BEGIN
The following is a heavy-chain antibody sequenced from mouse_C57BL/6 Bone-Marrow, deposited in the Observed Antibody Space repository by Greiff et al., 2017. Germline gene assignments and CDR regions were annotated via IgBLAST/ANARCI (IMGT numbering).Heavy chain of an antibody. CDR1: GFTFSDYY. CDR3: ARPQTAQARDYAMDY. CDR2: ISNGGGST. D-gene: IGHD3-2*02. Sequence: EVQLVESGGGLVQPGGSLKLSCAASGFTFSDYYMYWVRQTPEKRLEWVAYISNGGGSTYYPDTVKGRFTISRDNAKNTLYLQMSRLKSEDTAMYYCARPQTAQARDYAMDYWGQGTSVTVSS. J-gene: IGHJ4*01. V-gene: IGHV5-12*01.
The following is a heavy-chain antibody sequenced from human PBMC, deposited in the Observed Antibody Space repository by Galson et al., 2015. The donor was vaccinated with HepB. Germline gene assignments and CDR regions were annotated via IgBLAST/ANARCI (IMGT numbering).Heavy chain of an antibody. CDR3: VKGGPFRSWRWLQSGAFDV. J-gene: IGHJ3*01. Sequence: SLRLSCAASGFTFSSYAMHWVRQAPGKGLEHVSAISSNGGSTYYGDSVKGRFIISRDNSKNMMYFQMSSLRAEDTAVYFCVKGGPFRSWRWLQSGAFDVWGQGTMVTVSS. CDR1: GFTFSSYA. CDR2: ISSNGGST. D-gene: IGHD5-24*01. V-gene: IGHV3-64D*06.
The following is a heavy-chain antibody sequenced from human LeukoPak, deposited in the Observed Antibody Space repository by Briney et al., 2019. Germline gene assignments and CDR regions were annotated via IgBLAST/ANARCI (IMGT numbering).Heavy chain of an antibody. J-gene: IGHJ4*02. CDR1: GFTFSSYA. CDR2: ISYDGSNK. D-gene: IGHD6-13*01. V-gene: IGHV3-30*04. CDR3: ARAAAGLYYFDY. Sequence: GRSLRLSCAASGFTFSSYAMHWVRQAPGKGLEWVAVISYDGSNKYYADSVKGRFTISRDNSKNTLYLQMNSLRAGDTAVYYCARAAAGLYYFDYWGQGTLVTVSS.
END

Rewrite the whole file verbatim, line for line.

The following is a heavy-chain antibody sequenced from mouse_C57BL/6 Bone-Marrow, deposited in the Observed Antibody Space repository by Greiff et al., 2017. Germline gene assignments and CDR regions were annotated via IgBLAST/ANARCI (IMGT numbering).Heavy chain of an antibody. CDR1: GFTFSDYY. CDR3: ARPQTAQARDYAMDY. CDR2: ISNGGGST. D-gene: IGHD3-2*02. Sequence: EVQLVESGGGLVQPGGSLKLSCAASGFTFSDYYMYWVRQTPEKRLEWVAYISNGGGSTYYPDTVKGRFTISRDNAKNTLYLQMSRLKSEDTAMYYCARPQTAQARDYAMDYWGQGTSVTVSS. J-gene: IGHJ4*01. V-gene: IGHV5-12*01.
The following is a heavy-chain antibody sequenced from human PBMC, deposited in the Observed Antibody Space repository by Galson et al., 2015. The donor was vaccinated with HepB. Germline gene assignments and CDR regions were annotated via IgBLAST/ANARCI (IMGT numbering).Heavy chain of an antibody. CDR3: VKGGPFRSWRWLQSGAFDV. J-gene: IGHJ3*01. Sequence: SLRLSCAASGFTFSSYAMHWVRQAPGKGLEHVSAISSNGGSTYYGDSVKGRFIISRDNSKNMMYFQMSSLRAEDTAVYFCVKGGPFRSWRWLQSGAFDVWGQGTMVTVSS. CDR1: GFTFSSYA. CDR2: ISSNGGST. D-gene: IGHD5-24*01. V-gene: IGHV3-64D*06.
The following is a heavy-chain antibody sequenced from human LeukoPak, deposited in the Observed Antibody Space repository by Briney et al., 2019. Germline gene assignments and CDR regions were annotated via IgBLAST/ANARCI (IMGT numbering).Heavy chain of an antibody. J-gene: IGHJ4*02. CDR1: GFTFSSYA. CDR2: ISYDGSNK. D-gene: IGHD6-13*01. V-gene: IGHV3-30*04. CDR3: ARAAAGLYYFDY. Sequence: GRSLRLSCAASGFTFSSYAMHWVRQAPGKGLEWVAVISYDGSNKYYADSVKGRFTISRDNSKNTLYLQMNSLRAGDTAVYYCARAAAGLYYFDYWGQGTLVTVSS.